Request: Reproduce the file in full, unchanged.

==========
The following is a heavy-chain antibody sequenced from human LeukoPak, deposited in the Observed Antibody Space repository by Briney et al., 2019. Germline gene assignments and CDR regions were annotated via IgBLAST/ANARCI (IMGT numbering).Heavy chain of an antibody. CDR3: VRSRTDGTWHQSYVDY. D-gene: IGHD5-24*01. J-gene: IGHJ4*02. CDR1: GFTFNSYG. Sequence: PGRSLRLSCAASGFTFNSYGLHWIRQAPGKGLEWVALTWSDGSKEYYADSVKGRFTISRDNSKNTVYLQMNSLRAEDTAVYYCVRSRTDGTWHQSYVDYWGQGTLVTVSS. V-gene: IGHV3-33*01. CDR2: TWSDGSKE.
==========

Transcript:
The following is a heavy-chain antibody sequenced from human LeukoPak, deposited in the Observed Antibody Space repository by Briney et al., 2019. Germline gene assignments and CDR regions were annotated via IgBLAST/ANARCI (IMGT numbering).Heavy chain of an antibody. CDR3: VRSRTDGTWHQSYVDY. D-gene: IGHD5-24*01. J-gene: IGHJ4*02. CDR1: GFTFNSYG. Sequence: PGRSLRLSCAASGFTFNSYGLHWIRQAPGKGLEWVALTWSDGSKEYYADSVKGRFTISRDNSKNTVYLQMNSLRAEDTAVYYCVRSRTDGTWHQSYVDYWGQGTLVTVSS. V-gene: IGHV3-33*01. CDR2: TWSDGSKE.